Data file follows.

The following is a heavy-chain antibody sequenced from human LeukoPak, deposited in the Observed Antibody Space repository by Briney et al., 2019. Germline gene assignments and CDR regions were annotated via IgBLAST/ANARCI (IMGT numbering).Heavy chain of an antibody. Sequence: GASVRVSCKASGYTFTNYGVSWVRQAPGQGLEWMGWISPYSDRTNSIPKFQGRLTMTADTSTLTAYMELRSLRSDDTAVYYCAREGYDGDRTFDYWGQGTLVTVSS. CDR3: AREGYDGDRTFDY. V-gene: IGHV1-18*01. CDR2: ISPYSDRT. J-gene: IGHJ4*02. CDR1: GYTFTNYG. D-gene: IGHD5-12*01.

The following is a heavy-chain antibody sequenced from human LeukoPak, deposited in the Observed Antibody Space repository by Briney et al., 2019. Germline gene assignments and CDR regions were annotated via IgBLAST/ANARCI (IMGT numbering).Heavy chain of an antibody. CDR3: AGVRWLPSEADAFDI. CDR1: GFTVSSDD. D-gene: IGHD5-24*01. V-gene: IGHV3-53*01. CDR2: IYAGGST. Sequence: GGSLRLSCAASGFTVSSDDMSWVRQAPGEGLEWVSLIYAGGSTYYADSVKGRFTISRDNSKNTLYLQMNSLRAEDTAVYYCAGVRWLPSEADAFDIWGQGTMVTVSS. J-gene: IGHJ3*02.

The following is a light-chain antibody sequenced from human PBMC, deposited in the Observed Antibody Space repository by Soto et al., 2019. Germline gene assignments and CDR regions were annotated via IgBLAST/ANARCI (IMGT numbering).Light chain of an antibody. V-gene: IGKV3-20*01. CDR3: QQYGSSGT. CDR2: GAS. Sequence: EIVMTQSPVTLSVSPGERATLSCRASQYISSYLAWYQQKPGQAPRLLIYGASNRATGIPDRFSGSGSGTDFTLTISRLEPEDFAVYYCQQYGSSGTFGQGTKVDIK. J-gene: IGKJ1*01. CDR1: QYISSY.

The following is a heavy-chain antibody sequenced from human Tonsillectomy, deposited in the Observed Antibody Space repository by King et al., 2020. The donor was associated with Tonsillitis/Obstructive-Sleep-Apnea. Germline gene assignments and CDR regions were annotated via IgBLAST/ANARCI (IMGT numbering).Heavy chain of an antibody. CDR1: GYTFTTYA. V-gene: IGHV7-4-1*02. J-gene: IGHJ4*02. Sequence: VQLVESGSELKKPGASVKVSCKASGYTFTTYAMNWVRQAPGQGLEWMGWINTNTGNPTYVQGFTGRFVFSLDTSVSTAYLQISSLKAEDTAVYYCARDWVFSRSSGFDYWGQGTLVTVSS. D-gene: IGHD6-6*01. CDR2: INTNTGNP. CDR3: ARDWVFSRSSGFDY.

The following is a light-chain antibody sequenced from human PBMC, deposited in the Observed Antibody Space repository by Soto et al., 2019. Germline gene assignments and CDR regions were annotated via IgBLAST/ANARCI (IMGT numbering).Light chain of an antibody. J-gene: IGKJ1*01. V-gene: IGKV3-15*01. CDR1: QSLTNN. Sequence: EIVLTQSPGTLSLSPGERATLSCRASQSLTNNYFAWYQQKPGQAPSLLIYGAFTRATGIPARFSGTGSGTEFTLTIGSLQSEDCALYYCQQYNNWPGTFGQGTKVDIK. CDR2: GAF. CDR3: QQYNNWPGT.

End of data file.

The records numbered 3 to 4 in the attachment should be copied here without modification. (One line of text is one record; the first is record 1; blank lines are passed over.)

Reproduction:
The following is a light-chain antibody sequenced from human PBMC, deposited in the Observed Antibody Space repository by Soto et al., 2019. Germline gene assignments and CDR regions were annotated via IgBLAST/ANARCI (IMGT numbering).Light chain of an antibody. V-gene: IGKV3-20*01. CDR3: QQYGSSGT. CDR2: GAS. Sequence: EIVMTQSPVTLSVSPGERATLSCRASQYISSYLAWYQQKPGQAPRLLIYGASNRATGIPDRFSGSGSGTDFTLTISRLEPEDFAVYYCQQYGSSGTFGQGTKVDIK. J-gene: IGKJ1*01. CDR1: QYISSY.

The following is a heavy-chain antibody sequenced from human Tonsillectomy, deposited in the Observed Antibody Space repository by King et al., 2020. The donor was associated with Tonsillitis/Obstructive-Sleep-Apnea. Germline gene assignments and CDR regions were annotated via IgBLAST/ANARCI (IMGT numbering).Heavy chain of an antibody. CDR1: GYTFTTYA. V-gene: IGHV7-4-1*02. J-gene: IGHJ4*02. Sequence: VQLVESGSELKKPGASVKVSCKASGYTFTTYAMNWVRQAPGQGLEWMGWINTNTGNPTYVQGFTGRFVFSLDTSVSTAYLQISSLKAEDTAVYYCARDWVFSRSSGFDYWGQGTLVTVSS. D-gene: IGHD6-6*01. CDR2: INTNTGNP. CDR3: ARDWVFSRSSGFDY.